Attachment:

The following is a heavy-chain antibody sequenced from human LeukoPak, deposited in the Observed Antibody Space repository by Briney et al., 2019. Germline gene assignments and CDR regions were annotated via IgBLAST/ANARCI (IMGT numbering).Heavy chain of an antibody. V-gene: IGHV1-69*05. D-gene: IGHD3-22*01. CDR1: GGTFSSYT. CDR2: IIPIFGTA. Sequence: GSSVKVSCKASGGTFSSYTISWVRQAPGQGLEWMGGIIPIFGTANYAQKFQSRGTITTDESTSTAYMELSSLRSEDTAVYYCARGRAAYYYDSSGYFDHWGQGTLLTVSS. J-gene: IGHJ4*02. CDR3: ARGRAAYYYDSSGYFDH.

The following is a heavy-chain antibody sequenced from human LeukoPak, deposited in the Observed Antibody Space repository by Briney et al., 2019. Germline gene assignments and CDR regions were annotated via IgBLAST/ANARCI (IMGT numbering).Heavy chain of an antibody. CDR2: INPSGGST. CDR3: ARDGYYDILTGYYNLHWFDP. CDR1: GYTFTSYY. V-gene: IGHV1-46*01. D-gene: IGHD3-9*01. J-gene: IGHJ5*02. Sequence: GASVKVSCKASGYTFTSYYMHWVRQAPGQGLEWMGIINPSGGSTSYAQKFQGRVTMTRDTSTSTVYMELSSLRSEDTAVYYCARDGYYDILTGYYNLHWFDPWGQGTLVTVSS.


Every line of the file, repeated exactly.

The following is a heavy-chain antibody sequenced from human LeukoPak, deposited in the Observed Antibody Space repository by Briney et al., 2019. Germline gene assignments and CDR regions were annotated via IgBLAST/ANARCI (IMGT numbering).Heavy chain of an antibody. V-gene: IGHV1-69*05. D-gene: IGHD3-22*01. CDR1: GGTFSSYT. CDR2: IIPIFGTA. Sequence: GSSVKVSCKASGGTFSSYTISWVRQAPGQGLEWMGGIIPIFGTANYAQKFQSRGTITTDESTSTAYMELSSLRSEDTAVYYCARGRAAYYYDSSGYFDHWGQGTLLTVSS. J-gene: IGHJ4*02. CDR3: ARGRAAYYYDSSGYFDH.

The following is a heavy-chain antibody sequenced from human LeukoPak, deposited in the Observed Antibody Space repository by Briney et al., 2019. Germline gene assignments and CDR regions were annotated via IgBLAST/ANARCI (IMGT numbering).Heavy chain of an antibody. CDR2: INPSGGST. CDR3: ARDGYYDILTGYYNLHWFDP. CDR1: GYTFTSYY. V-gene: IGHV1-46*01. D-gene: IGHD3-9*01. J-gene: IGHJ5*02. Sequence: GASVKVSCKASGYTFTSYYMHWVRQAPGQGLEWMGIINPSGGSTSYAQKFQGRVTMTRDTSTSTVYMELSSLRSEDTAVYYCARDGYYDILTGYYNLHWFDPWGQGTLVTVSS.